It's a warm July morning, and Charles H. Kaman is standing in the old tobacco fields of northern Connecticut watching a test pilot fly about in a brand-new, light helicopter. Kaman designed the chopper himself. The gleam in his eye says as much. Kaman has been fascinated with flight since he was a boy in Washington, D.C. Then, the fields were local playgrounds, and the aircraft were balsa-wood models powered by rubber bands.
Charlie Kaman may be the founder and CEO of Kaman Corp., an $810 million conglomerate in Bloomfield, Conn. But the 74-year-old engineer is still a wide-eyed inventor first, executive second. In the 1940s, he helped pioneer the development of the helicopter by giving the machines flaps that added stability. Along the way, he designed the Ovation acoustic guitar--the first to use composite materials in place of wood. He also succeeded in breeding a strain of German Shepherd dog largely free of debilitating hip dysplasia. "He's a modern-day Leonardo," says investor Jonathan Bush, brother of the former President. "He's as accomplished a person as I have known in my life."
SLUMP TIME. Kaman Corp. will need all of its founder's vision and skill in the coming years as it attempts to navigate in a world of shrinking defense spending and weak commercial aviation markets. Kaman rode high on the Reagan military boom, helping develop nuclear weapons and antisubmarine technology in addition to helicopters and aircraft parts (table). Sales and profits doubled between 1980 and 1990. Now, however, defense cuts and the airline slump are boding ill. While the $810 million in projected 1993 sales would top 1992's results, that still trails a peak of $827 million in 1990.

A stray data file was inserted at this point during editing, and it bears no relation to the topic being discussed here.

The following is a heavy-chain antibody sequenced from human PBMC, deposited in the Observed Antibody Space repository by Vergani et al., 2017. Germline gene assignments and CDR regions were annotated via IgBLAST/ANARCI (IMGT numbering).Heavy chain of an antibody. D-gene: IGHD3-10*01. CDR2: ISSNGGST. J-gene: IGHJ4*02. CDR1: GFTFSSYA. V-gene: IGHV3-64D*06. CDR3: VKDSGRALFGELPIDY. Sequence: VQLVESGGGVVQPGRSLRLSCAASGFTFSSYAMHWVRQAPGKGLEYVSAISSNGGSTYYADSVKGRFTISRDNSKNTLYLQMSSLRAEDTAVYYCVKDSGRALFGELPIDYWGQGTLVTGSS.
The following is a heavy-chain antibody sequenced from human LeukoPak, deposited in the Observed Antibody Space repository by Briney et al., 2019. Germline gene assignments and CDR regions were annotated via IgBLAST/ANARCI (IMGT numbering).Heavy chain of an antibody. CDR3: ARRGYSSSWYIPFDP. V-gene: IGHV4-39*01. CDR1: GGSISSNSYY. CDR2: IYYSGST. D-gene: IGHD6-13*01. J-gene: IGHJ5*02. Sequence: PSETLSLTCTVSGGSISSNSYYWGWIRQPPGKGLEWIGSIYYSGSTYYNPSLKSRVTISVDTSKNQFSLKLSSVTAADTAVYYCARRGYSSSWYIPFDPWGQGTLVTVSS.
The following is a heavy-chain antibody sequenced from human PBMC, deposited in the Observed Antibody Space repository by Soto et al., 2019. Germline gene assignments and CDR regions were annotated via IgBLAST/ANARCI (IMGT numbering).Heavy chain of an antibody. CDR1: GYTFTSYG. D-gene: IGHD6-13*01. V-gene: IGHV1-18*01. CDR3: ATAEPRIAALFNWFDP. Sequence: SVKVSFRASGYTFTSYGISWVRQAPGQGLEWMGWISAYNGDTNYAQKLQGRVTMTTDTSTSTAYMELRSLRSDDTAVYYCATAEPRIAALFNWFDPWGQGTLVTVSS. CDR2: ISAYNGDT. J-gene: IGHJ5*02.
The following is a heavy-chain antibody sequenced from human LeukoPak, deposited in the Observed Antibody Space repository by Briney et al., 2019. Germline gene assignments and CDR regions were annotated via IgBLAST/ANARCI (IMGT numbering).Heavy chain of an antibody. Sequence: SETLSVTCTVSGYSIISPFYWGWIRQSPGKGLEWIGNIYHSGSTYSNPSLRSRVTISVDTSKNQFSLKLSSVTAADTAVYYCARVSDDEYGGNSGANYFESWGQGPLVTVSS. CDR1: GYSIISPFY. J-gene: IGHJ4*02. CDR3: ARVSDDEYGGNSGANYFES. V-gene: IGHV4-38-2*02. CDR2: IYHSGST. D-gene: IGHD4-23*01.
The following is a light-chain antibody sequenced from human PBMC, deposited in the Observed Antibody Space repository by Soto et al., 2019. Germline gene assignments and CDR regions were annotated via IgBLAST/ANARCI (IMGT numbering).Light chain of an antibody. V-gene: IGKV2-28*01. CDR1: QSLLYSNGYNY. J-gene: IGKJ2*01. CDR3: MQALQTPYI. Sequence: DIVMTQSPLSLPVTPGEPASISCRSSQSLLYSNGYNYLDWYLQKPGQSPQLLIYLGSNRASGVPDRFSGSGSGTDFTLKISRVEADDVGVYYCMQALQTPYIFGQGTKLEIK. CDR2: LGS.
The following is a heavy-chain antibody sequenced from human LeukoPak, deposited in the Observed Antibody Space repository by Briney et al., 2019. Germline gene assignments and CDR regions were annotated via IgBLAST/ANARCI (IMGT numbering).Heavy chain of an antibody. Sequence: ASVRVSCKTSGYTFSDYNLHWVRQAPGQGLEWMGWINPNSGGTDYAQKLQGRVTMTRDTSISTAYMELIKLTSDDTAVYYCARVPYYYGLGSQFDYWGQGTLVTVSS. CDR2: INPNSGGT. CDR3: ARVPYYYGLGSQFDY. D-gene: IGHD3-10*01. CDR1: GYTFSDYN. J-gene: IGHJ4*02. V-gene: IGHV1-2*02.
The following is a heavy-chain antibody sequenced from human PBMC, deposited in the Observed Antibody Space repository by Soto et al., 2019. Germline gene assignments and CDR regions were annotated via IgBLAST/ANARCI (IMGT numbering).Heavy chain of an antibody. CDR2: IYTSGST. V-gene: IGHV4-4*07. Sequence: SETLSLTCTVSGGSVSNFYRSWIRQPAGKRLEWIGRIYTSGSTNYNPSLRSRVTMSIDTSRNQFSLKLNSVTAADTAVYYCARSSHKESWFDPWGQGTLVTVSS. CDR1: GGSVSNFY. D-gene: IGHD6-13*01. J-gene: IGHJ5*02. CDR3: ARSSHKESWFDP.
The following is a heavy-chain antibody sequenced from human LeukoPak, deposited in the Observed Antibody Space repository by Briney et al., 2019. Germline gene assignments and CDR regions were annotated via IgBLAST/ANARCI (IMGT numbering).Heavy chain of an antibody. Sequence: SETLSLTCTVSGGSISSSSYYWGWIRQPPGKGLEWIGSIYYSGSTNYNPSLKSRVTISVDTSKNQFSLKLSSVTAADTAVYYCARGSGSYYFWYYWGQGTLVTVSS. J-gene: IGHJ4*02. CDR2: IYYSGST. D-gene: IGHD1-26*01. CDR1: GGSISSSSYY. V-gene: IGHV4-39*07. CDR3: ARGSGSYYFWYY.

So Kaman is back at the drawing board. His goal is to launch a lightweight commercial helicopter designed to ferry payloads rather than people. Among its uses: pulling logs out of forests to avoid using environmentally destructive roads. Based on simple concepts, the K-Max chopper is a single-engine machine that will be leased for about $1 million a year for up to 1,000 hours of use. "It's an extremely viable product," says analyst Mark Bobbi of Forecast International, an aviation consulting firm based in Newtown, Conn. "The question is: Will it be cost-effective?" That won't be known until the K-Max hits the market early next year. As yet, there's no real competition.
To build the machine, Kaman is drawing on a lifetime of aerospace achievement. His K-225--the first gas-turbine-powered chopper--now sits in the Smithsonian Institution's National Air & Space Museum. "There's a whole goddamn 50 years of experience in there," Kaman says of his newest creation. Those in the know believe that could give the K-Max an edge. "If anybody can pull it off, Charlie can," says Harry Gray, former CEO of United Technologies Corp., the parent of a rival helicopter manufacturer.
AUDACITY. Kaman grew up in Washington, the son of a German immigrant. The elder Kaman was a construction supervisor who oversaw work on the Supreme Court building and Union Station, despite his second-grade education. Charlie had loftier ambitions. A botched tonsillectomy had left him deaf in one ear and kept him from fulfilling his dream of becoming a professional pilot. So after graduating from Washington's Catholic University in 1940, he went on to build flying machines. Kaman took a job at United Aircraft (now United Technologies), where helicopter pioneer Igor Sikorsky held court. By 1943, he had become the head of aerodynamics.